'Yellow vest' protesters stage peaceful demo in Geneva

The Local
The Local - [email protected] • 20 Feb, 2019 Updated Wed 20 Feb 2019 11:27 CEST
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Hundreds of members of France's 'yellow vest' protest movement staged a peaceful demonstration outside the United Nations Office at Geneva on Wednesday, but numbers were far below organisers' expectations.


“It’s hard during the week. People are working,” one ‘yellow vest’ protester said to Swiss news agency SDA of the smaller-than-expected number of attendees at the demonstration, which was held in perfect spring-like conditions.

Organisers had previously spoken of up to 5,000 participants from around France and Switzerland making it to the protest, but Swiss media reported that only around 1,000 people had actually shown up, while Geneva police put the number at 600.

The protest at Geneva’s Place des Nations was organised by Frenchman Nico Mollier.

Mollier said on Facebook the aim of the action was to draw attention to police violence against ‘yellow vest’ supporters during three months of protest actions that have divided France.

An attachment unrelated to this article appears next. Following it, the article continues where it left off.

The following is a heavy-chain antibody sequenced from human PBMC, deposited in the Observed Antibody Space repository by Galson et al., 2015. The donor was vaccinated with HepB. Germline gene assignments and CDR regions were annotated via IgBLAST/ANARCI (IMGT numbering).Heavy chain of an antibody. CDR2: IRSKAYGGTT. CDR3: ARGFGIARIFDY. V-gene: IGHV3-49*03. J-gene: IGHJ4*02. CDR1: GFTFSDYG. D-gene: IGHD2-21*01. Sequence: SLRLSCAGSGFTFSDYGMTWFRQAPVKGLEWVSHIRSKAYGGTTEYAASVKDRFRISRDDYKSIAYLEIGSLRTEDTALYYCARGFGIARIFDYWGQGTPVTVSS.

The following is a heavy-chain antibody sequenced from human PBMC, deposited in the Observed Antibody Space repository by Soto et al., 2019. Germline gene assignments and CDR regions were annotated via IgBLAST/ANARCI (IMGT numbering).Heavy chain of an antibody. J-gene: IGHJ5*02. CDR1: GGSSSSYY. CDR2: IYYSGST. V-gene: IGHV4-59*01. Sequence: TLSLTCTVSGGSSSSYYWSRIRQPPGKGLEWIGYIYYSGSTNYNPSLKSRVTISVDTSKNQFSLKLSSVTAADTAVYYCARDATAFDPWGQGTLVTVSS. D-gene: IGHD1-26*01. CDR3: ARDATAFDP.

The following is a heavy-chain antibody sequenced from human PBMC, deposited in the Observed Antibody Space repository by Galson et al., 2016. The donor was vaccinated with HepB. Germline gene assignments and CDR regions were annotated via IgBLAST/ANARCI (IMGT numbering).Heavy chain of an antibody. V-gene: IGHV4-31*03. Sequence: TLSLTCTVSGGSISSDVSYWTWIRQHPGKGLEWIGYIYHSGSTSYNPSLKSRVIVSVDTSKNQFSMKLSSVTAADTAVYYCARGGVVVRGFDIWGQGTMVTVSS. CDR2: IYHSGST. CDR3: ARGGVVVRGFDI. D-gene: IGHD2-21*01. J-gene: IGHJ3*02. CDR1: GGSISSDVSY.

The Geneva location for Wednesday’s protest was chosen because of the upcoming session of the UN Human Rights Council in the city, according to one protester on Wednesday.

Among the participants was Swiss left-wing icon Jean Ziegler who denounced the use of Swiss-made LBD40/GL06 anti-riot guns by French police during recent protests in France.

Former professor of sociology Jean Ziegler at the 'yellow vest' protest. Photo: AFP

The 'less-lethal' weapons have been blamed for a number of serious injuries during protests in France.

Brügger & Thomet has denied accusations that its LBD40 is dangerous or unfit for use. In a statement, the firm laid the blame on the French-produced munitions being used with the LBD40 in France.

“It must be asserted that the LBD40 (GL06), together with the SIR munitions manufactured by B&T, is a precise and effective product that comes with little risk of injury,” said the company.

The yellow vest' movement began some three months ago in France as a protest against new fuel taxes. But it has since developed into a far broader movement in opposition to the policies and style of French President Emmanuel Macron.

An estimated 41,500 people participated in protests around the country last weekend – a long way below the 282,000 peak seen in the movement's early days.



The Local 2019/02/20 11:27

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